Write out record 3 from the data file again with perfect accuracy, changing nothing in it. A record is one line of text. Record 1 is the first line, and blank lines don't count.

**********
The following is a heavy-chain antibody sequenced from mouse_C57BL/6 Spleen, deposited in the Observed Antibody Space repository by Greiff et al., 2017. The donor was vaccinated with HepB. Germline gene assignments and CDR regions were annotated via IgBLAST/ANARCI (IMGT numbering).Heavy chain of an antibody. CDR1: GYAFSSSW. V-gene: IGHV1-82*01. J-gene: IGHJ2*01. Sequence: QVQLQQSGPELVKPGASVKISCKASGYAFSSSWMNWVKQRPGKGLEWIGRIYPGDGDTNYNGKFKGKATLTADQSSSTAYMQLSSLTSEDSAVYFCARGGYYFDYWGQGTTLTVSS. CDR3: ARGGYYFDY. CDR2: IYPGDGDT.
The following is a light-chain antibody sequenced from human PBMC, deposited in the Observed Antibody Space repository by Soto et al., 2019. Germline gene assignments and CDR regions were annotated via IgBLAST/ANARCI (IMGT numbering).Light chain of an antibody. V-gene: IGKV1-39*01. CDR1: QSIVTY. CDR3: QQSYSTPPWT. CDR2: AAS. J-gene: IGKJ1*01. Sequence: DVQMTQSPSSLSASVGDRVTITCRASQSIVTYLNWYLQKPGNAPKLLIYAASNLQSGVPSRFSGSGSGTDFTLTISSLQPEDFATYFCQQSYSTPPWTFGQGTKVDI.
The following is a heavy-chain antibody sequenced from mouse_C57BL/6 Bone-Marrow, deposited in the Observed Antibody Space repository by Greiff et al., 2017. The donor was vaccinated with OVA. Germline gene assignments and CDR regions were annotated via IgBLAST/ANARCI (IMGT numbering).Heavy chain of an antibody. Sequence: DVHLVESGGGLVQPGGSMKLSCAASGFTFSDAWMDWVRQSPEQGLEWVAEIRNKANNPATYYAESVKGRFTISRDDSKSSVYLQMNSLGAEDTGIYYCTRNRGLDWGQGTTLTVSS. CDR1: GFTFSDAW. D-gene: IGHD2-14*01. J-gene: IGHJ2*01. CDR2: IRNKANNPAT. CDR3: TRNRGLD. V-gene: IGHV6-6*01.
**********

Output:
The following is a heavy-chain antibody sequenced from mouse_C57BL/6 Bone-Marrow, deposited in the Observed Antibody Space repository by Greiff et al., 2017. The donor was vaccinated with OVA. Germline gene assignments and CDR regions were annotated via IgBLAST/ANARCI (IMGT numbering).Heavy chain of an antibody. Sequence: DVHLVESGGGLVQPGGSMKLSCAASGFTFSDAWMDWVRQSPEQGLEWVAEIRNKANNPATYYAESVKGRFTISRDDSKSSVYLQMNSLGAEDTGIYYCTRNRGLDWGQGTTLTVSS. CDR1: GFTFSDAW. D-gene: IGHD2-14*01. J-gene: IGHJ2*01. CDR2: IRNKANNPAT. CDR3: TRNRGLD. V-gene: IGHV6-6*01.